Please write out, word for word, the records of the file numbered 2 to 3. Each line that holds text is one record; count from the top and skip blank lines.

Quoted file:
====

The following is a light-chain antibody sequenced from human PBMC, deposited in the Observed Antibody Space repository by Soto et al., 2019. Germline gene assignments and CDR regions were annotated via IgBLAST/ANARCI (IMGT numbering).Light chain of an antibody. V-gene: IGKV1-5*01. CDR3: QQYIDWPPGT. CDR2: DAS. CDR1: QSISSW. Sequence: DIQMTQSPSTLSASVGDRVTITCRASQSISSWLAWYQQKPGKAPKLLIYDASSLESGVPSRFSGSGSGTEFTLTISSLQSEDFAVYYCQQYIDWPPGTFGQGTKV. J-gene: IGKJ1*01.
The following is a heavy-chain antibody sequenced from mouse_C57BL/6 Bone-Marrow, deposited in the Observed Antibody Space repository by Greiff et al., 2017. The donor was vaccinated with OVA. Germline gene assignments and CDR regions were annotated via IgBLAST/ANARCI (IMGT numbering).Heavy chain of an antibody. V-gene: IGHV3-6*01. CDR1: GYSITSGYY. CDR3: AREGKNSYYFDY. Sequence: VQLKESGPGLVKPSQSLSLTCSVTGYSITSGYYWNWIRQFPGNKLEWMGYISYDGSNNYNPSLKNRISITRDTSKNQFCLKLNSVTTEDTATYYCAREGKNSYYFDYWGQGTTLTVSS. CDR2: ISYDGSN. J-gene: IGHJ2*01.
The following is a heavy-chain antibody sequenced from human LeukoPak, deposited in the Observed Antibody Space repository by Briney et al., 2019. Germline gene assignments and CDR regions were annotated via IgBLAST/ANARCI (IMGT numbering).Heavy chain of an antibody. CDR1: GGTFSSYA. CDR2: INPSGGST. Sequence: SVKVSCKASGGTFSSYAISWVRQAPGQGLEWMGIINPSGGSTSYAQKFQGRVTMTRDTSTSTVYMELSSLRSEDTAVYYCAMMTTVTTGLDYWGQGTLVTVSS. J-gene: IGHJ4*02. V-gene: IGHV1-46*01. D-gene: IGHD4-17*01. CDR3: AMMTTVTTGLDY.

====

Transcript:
The following is a heavy-chain antibody sequenced from mouse_C57BL/6 Bone-Marrow, deposited in the Observed Antibody Space repository by Greiff et al., 2017. The donor was vaccinated with OVA. Germline gene assignments and CDR regions were annotated via IgBLAST/ANARCI (IMGT numbering).Heavy chain of an antibody. V-gene: IGHV3-6*01. CDR1: GYSITSGYY. CDR3: AREGKNSYYFDY. Sequence: VQLKESGPGLVKPSQSLSLTCSVTGYSITSGYYWNWIRQFPGNKLEWMGYISYDGSNNYNPSLKNRISITRDTSKNQFCLKLNSVTTEDTATYYCAREGKNSYYFDYWGQGTTLTVSS. CDR2: ISYDGSN. J-gene: IGHJ2*01.
The following is a heavy-chain antibody sequenced from human LeukoPak, deposited in the Observed Antibody Space repository by Briney et al., 2019. Germline gene assignments and CDR regions were annotated via IgBLAST/ANARCI (IMGT numbering).Heavy chain of an antibody. CDR1: GGTFSSYA. CDR2: INPSGGST. Sequence: SVKVSCKASGGTFSSYAISWVRQAPGQGLEWMGIINPSGGSTSYAQKFQGRVTMTRDTSTSTVYMELSSLRSEDTAVYYCAMMTTVTTGLDYWGQGTLVTVSS. J-gene: IGHJ4*02. V-gene: IGHV1-46*01. D-gene: IGHD4-17*01. CDR3: AMMTTVTTGLDY.